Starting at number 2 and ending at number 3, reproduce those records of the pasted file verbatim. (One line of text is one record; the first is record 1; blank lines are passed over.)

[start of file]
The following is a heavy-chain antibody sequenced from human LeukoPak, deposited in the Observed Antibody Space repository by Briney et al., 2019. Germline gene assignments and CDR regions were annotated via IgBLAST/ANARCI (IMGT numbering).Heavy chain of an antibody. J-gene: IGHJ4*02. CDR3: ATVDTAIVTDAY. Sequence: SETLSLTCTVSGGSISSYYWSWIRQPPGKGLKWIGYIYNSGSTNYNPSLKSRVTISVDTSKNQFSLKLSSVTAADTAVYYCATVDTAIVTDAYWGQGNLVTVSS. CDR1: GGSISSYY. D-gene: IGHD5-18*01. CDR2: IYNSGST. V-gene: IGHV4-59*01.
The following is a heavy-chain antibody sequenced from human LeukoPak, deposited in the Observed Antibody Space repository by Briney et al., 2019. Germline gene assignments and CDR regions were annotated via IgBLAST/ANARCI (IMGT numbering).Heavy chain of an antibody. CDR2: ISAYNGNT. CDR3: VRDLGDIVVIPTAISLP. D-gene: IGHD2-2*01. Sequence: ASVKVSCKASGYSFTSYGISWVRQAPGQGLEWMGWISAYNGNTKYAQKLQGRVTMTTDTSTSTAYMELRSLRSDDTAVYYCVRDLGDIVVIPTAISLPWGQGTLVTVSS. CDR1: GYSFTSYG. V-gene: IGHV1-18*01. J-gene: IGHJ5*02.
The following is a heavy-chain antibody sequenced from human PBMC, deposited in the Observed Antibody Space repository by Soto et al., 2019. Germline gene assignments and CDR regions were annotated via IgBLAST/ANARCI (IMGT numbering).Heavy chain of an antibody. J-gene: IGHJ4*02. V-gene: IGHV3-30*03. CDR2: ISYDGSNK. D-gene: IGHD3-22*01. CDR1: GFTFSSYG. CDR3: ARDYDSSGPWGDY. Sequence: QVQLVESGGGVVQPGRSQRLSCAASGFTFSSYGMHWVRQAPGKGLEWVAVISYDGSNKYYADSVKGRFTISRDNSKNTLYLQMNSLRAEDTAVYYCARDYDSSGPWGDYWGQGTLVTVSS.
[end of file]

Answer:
The following is a heavy-chain antibody sequenced from human LeukoPak, deposited in the Observed Antibody Space repository by Briney et al., 2019. Germline gene assignments and CDR regions were annotated via IgBLAST/ANARCI (IMGT numbering).Heavy chain of an antibody. CDR2: ISAYNGNT. CDR3: VRDLGDIVVIPTAISLP. D-gene: IGHD2-2*01. Sequence: ASVKVSCKASGYSFTSYGISWVRQAPGQGLEWMGWISAYNGNTKYAQKLQGRVTMTTDTSTSTAYMELRSLRSDDTAVYYCVRDLGDIVVIPTAISLPWGQGTLVTVSS. CDR1: GYSFTSYG. V-gene: IGHV1-18*01. J-gene: IGHJ5*02.
The following is a heavy-chain antibody sequenced from human PBMC, deposited in the Observed Antibody Space repository by Soto et al., 2019. Germline gene assignments and CDR regions were annotated via IgBLAST/ANARCI (IMGT numbering).Heavy chain of an antibody. J-gene: IGHJ4*02. V-gene: IGHV3-30*03. CDR2: ISYDGSNK. D-gene: IGHD3-22*01. CDR1: GFTFSSYG. CDR3: ARDYDSSGPWGDY. Sequence: QVQLVESGGGVVQPGRSQRLSCAASGFTFSSYGMHWVRQAPGKGLEWVAVISYDGSNKYYADSVKGRFTISRDNSKNTLYLQMNSLRAEDTAVYYCARDYDSSGPWGDYWGQGTLVTVSS.